President invests in TNI, limits oversight - Elsam.or.id
President invests in TNI, limits oversight
During his 10 years leading the government, outgoing President Susilo Bambang Yudhoyono has developed the Indonesian Military (TNI) by increasing its budget and endorsing regulations that strengthen its authority, but has done nothing to make sure the military becomes more accountable to higher powers.
Yudhoyono’s lack of concrete action to reform the TNI has protected the institution from law enforcement efforts, nurtured its culture of impunity and, in contrast to other state institutions, left it untouched by the Corruption Eradication Commission (KPK).
Unlike his obvious attempt to improve the TNI through soaring funding that reached Rp 95 trillion (US$78.4 billion) in the proposed 2015 state budget, the largest amount given to any state institution, Yudhoyono had apparently ignored plans to amend the 1997 Law on Military Tribunals throughout his leadership terms.
Critics believe that the amendment would lay the foundation for a progressive change within the TNI as it would allow external oversight to enforce accountability and transparency.
In 2008, after three years of intense meetings with military officials, the House of Representatives was poised to pass an amendment of the law in order to allow civilian courts to try soldiers involved in non-military offenses.
Yudhoyono had voiced support for the then lawmakers’ plan to include the long-awaited passage in the revision that could end military impunity and ensure transparency within the TNI, but he ended the discussions the next year, ahead of his second presidential election campaign, which critics saw as a move taken to secure a nod from the military for its support in the race.
Nothing was heard of the fate of the amendment until today, although reports of soldiers committing crimes continued to touch the nerves of the Indonesian public, especially last year when 12 members of the Army’s Special Forces (Kopassus) brutally murdered four detainees at the Cebongan Penitentiary in Yogyakarta.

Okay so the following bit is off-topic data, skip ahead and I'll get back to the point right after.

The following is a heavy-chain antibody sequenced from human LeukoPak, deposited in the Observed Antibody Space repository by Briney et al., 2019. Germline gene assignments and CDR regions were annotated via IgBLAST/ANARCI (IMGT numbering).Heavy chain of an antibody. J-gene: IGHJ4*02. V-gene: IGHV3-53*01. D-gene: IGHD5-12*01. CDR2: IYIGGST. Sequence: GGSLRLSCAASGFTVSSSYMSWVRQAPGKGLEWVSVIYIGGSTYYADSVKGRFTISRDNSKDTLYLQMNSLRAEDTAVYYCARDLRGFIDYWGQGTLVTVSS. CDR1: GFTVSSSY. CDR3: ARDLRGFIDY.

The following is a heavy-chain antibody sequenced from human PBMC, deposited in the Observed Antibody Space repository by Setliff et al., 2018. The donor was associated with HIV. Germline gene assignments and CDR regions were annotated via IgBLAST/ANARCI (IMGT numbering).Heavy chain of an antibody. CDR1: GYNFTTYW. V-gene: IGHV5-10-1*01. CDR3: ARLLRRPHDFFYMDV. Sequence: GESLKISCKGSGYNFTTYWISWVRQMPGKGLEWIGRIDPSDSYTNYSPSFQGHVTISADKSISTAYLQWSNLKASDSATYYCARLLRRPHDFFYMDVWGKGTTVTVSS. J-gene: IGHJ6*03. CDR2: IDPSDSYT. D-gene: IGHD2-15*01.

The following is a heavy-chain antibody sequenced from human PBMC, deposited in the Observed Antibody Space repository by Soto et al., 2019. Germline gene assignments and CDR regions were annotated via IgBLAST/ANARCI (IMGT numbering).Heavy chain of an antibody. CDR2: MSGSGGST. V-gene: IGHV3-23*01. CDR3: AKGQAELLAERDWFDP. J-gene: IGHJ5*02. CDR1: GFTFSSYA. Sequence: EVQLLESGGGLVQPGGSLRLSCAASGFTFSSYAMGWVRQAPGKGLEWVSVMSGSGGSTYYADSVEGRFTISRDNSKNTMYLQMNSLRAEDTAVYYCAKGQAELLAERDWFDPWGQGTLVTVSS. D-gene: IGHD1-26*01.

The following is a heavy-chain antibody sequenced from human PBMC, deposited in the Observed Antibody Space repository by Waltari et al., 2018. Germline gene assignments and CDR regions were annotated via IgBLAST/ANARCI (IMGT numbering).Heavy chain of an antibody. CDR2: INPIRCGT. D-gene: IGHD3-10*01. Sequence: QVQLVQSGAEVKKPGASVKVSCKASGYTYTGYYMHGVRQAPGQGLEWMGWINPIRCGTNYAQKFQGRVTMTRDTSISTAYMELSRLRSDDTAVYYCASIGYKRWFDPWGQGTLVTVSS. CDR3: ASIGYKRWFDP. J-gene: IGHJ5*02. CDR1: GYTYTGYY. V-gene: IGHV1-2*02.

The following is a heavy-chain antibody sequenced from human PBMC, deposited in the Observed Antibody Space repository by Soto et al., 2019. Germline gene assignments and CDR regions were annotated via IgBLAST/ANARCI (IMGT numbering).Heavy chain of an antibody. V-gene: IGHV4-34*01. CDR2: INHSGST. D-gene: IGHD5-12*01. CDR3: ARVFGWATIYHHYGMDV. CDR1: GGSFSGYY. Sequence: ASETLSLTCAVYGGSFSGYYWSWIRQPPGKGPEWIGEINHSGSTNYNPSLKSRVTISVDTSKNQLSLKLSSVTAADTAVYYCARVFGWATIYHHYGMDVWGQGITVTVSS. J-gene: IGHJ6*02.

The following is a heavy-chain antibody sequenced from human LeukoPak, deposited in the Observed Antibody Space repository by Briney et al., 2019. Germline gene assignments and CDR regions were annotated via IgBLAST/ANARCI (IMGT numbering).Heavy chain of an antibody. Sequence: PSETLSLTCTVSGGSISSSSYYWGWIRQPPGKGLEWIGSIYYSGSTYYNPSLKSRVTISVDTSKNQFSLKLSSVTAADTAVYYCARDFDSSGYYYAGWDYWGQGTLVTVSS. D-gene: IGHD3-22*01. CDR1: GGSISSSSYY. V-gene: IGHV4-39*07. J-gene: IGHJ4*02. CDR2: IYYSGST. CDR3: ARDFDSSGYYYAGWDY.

Apart from the atrocious Cebo-ngan prison attack, Jakarta-based human rights watchdog Imparsial noted that 92 cases of violence against civilians by soldiers had occurred all across the archipelago during Yudhoyono’s terms in office from 2004 to 2014.
As long as the 1997 military tribunals law remains intact, the TNI will be able to keep dealing with the misconduct of soldiers as an internal affair.
“Reform within the military institution will never take place as long as the [military tribunals] law is maintained,” Wahyudi Djafar from the Institute for Policy Research and Advocacy (ELSAM) said recently.
“A lack of control over the TNI’s enormous power will enable soldiers to take excessive measures in the name of state security,” he emphasized.
The amendment of the law was among a total of 25 regulations promoted for security sector reform that were included in the list of 247 bills for the 2009-2014 National Legislation Program (Prolegnas).
The government, as well as lawmakers, had instead endorsed laws on state intelligence and on social conflict management that were deemed contentious because of potential abuses of power, respectively by the National Intelligence Agency (BIN) over the criminalization of leaking intelligence information and state secrets to the public and the TNI over its interference in local political issues through the deployment of soldiers for resolving social conflicts by the consent of the President and the House.
And, in response to mounting concerns over soldier misconduct, the government and the House have recently enacted the Military Discipline Law, a compromise law that deals with discipline, but still through internal military courts.
The law dashed the expectation for transparency in punishing soldiers who are deemed to have breached discipline.
It has also exempted military personnel from being investigated by the KPK over any alleged misuse of the huge amount of state money granted to the organization. In 2012, the Defense Ministry was in the spotlight over alleged irregularities in the $470 million procurement of six Russian-made Sukhoi Su-30MKK fighter planes that might have caused $50 million in losses to the state, an allegation quickly denied by the government.
In addition to the lack of regulations endorsing transparency and accountability, the retention of the Army’s territorial command (Koter) at the local level, which had previously been used by the New Order regime to spy on the public, also raised concerns over the involvement of the military in the country’s politics, even following the abolishment of its then “dual function” that allowed officers hold various political and economic positions all over the country.
“The military is prone to being misused for political interests when its structure is not reorganized,” said Al Araf from Imparsial.